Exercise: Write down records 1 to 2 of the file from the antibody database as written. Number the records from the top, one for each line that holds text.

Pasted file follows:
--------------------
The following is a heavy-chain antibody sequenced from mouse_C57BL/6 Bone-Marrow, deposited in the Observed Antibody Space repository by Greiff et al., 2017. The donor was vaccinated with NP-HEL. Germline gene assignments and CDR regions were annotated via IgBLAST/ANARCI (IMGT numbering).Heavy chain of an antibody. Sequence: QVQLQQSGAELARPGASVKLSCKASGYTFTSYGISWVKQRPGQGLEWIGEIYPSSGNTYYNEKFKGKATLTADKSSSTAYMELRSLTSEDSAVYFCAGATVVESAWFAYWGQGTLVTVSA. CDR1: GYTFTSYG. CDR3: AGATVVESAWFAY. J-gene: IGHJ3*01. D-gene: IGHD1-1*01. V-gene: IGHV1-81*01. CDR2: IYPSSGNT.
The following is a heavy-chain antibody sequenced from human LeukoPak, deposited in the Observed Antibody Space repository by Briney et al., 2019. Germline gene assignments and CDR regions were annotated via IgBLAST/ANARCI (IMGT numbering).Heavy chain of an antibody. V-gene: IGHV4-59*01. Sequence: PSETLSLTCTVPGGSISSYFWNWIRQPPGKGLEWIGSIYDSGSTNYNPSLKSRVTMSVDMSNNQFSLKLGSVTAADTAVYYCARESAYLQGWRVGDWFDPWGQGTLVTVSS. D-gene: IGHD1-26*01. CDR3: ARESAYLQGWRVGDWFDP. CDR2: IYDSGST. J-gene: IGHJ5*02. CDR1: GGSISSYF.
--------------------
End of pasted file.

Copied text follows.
The following is a heavy-chain antibody sequenced from mouse_C57BL/6 Bone-Marrow, deposited in the Observed Antibody Space repository by Greiff et al., 2017. The donor was vaccinated with NP-HEL. Germline gene assignments and CDR regions were annotated via IgBLAST/ANARCI (IMGT numbering).Heavy chain of an antibody. Sequence: QVQLQQSGAELARPGASVKLSCKASGYTFTSYGISWVKQRPGQGLEWIGEIYPSSGNTYYNEKFKGKATLTADKSSSTAYMELRSLTSEDSAVYFCAGATVVESAWFAYWGQGTLVTVSA. CDR1: GYTFTSYG. CDR3: AGATVVESAWFAY. J-gene: IGHJ3*01. D-gene: IGHD1-1*01. V-gene: IGHV1-81*01. CDR2: IYPSSGNT.
The following is a heavy-chain antibody sequenced from human LeukoPak, deposited in the Observed Antibody Space repository by Briney et al., 2019. Germline gene assignments and CDR regions were annotated via IgBLAST/ANARCI (IMGT numbering).Heavy chain of an antibody. V-gene: IGHV4-59*01. Sequence: PSETLSLTCTVPGGSISSYFWNWIRQPPGKGLEWIGSIYDSGSTNYNPSLKSRVTMSVDMSNNQFSLKLGSVTAADTAVYYCARESAYLQGWRVGDWFDPWGQGTLVTVSS. D-gene: IGHD1-26*01. CDR3: ARESAYLQGWRVGDWFDP. CDR2: IYDSGST. J-gene: IGHJ5*02. CDR1: GGSISSYF.